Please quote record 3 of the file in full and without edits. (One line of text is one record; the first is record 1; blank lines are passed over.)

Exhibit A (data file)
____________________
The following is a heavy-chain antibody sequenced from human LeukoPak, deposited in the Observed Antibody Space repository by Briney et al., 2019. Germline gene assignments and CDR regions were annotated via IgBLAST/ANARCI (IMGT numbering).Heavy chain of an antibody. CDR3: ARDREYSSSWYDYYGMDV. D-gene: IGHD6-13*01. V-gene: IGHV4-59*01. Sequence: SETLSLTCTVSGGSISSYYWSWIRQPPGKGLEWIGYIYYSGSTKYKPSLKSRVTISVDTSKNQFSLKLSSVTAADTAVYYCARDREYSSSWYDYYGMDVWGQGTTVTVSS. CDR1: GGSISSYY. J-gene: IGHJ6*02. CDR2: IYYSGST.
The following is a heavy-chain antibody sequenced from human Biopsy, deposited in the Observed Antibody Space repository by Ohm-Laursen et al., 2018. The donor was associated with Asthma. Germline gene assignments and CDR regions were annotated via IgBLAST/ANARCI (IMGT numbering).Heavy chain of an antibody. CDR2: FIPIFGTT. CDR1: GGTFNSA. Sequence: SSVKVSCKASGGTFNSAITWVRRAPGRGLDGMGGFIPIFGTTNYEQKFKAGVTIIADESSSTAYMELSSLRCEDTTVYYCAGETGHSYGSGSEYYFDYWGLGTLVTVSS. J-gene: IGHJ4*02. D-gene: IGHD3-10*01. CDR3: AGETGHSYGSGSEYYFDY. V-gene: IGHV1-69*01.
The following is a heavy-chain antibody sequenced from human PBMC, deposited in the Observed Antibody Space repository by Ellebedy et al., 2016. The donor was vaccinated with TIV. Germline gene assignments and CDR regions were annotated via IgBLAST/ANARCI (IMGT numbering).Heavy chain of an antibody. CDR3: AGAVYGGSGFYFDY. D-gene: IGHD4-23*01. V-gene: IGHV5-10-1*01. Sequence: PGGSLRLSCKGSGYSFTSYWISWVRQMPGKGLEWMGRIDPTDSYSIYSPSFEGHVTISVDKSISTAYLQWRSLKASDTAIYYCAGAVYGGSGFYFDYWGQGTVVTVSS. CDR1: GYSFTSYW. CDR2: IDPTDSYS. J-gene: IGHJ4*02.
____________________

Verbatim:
The following is a heavy-chain antibody sequenced from human PBMC, deposited in the Observed Antibody Space repository by Ellebedy et al., 2016. The donor was vaccinated with TIV. Germline gene assignments and CDR regions were annotated via IgBLAST/ANARCI (IMGT numbering).Heavy chain of an antibody. CDR3: AGAVYGGSGFYFDY. D-gene: IGHD4-23*01. V-gene: IGHV5-10-1*01. Sequence: PGGSLRLSCKGSGYSFTSYWISWVRQMPGKGLEWMGRIDPTDSYSIYSPSFEGHVTISVDKSISTAYLQWRSLKASDTAIYYCAGAVYGGSGFYFDYWGQGTVVTVSS. CDR1: GYSFTSYW. CDR2: IDPTDSYS. J-gene: IGHJ4*02.